- Reserve Premium: satin chrome finish on the grille and tailgate, 20-inch dark painted wheels, two-tone painted overfender and illuminated chrome running boards.
Note: Even though Nissan didn’t call specific attention to them, there will also be base S and SV trims for both Titan and Titan XD in 2020.
In terms of looks, I’m a huge fan of the PRO-4X with the red accents and rugged persona. It matches the Ram Rebel in attractiveness.
And while I’ll say that I didn’t find anything bad in the interior of the Titan, I do like the overall fit and finish of the Ram 1500s better.
During our quick first look at the Titan, Nissan had us tow, do some mild off roading and hit the highway. Overall, I found it to be comfortable and easy to drive – even if the driving position wasn’t optimal for a 5th percentile female. I felt a little close to the steering wheel.
On the highway, even with 20-inch tires, very little road and tire noise crept into the cabin. The Titan certainly drives like a truck with a little more bounce than you’d find in an SUV, but it is generally smooth in highway and side-street driving.
Both the off-road and towing activations were brief, so it’s hard to say definitively that Titan is an excellent tower or prolific off-roader. But in the curated situation we were exposed to, Titan did well.
Though Nissan hasn’t announced any pricing, it has stated that the Titan lineup and configurations have been simplified for 2020, including the fact Nissan has done away with the single cab option.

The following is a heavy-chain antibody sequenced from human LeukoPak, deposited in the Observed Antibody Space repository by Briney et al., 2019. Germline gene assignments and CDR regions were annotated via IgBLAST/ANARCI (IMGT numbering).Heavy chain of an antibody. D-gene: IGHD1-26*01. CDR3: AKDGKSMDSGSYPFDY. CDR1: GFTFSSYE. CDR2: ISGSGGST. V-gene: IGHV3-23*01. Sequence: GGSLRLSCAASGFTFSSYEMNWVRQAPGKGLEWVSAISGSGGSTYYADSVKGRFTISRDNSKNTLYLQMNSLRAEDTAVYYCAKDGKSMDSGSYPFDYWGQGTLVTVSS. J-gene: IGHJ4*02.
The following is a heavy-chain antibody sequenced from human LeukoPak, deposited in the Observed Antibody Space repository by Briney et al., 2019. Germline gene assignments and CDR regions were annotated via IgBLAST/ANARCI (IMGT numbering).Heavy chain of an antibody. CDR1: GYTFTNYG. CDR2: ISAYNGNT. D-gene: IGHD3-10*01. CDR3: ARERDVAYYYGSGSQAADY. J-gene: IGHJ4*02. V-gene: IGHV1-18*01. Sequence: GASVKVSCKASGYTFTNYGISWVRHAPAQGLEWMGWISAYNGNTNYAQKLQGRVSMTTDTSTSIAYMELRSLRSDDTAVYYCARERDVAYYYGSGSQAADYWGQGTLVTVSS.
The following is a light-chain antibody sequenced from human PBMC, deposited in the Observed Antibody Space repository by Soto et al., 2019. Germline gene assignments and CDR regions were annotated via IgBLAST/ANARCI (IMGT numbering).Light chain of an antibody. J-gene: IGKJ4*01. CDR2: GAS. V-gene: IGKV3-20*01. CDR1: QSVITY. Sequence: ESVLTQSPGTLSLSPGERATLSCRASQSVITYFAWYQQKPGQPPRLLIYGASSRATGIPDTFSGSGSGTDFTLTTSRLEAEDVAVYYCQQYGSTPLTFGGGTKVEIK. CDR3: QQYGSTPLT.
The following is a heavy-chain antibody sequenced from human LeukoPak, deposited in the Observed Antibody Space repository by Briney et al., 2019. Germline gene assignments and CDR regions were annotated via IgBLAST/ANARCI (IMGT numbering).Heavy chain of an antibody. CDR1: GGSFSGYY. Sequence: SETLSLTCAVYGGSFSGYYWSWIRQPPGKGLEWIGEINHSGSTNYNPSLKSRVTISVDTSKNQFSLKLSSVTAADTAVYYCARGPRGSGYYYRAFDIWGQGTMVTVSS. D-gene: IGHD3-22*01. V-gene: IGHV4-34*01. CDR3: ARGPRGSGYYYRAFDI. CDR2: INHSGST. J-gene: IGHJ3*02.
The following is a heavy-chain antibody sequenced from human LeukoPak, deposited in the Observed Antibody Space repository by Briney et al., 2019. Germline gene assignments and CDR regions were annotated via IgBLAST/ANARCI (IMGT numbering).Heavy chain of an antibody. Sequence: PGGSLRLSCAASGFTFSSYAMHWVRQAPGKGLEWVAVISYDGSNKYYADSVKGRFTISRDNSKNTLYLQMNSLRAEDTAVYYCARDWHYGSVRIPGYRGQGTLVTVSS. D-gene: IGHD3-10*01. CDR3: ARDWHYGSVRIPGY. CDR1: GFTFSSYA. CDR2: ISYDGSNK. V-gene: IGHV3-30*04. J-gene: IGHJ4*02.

The specific grade levels will be as follows:
- Titan King Cab with a 6.5-foot bed will be available in S, SV and PRO-4X, with 4X2 and 4X4 availability.
- Titan Crew Cab with a 5.5-foot bed will be available in S, SV, PRO-4X, SL and Platinum Reserve, with 4X2 and 4X4 availability.
We didn’t drive the refreshed XD, but it’s worth noting it loses the diesel for 2020 as well as the Single Cab and King Cab configurations.
Titan XD Crew Cab will be available in S, SV, PRO-4X, SL and Platinum Reserve, with 4X4 standard on all grades.
The trucks will be available in early 2020, so we expect pricing and fuel economy numbers to be announced closer to that date.
For reference, the 2019 Titan has a base price of $32,285, with the single Cab and 4X2 configuration. The King Cab with the 4X2 configuration starts at $35,555, so we expect the 2020 starting price to be closer to that.
The bottom line:
The 2020 Nissan Titan is a nice truck. But Nissan is right: They won’t win any conquests away from loyal owners with other brands.
But with a No. 1 ranking in the JD Power Initial Quality Study and the bevy of standard safety features, which are often only available on its competitors, the Titan does stand an excellent chance of wooing a great number of those 600K new truck buyers – especially if they were previously Nissan owners.
Editor’s Note: Driving impressions in this “First Look” review are from an invitation-only automaker launch event that allowed special access to the vehicle and executives. Nissan covered our accommodations, meals and transportation costs.